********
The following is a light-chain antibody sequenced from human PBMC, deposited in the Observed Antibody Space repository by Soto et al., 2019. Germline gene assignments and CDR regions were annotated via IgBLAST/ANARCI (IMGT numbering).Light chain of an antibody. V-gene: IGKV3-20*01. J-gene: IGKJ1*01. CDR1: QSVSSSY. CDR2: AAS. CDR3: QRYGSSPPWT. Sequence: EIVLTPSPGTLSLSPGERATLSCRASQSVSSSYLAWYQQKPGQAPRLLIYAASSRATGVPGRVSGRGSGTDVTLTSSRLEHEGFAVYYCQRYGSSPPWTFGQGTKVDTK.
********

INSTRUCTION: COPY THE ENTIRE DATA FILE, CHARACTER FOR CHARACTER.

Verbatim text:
The following is a light-chain antibody sequenced from human PBMC, deposited in the Observed Antibody Space repository by Soto et al., 2019. Germline gene assignments and CDR regions were annotated via IgBLAST/ANARCI (IMGT numbering).Light chain of an antibody. V-gene: IGKV3-20*01. J-gene: IGKJ1*01. CDR1: QSVSSSY. CDR2: AAS. CDR3: QRYGSSPPWT. Sequence: EIVLTPSPGTLSLSPGERATLSCRASQSVSSSYLAWYQQKPGQAPRLLIYAASSRATGVPGRVSGRGSGTDVTLTSSRLEHEGFAVYYCQRYGSSPPWTFGQGTKVDTK.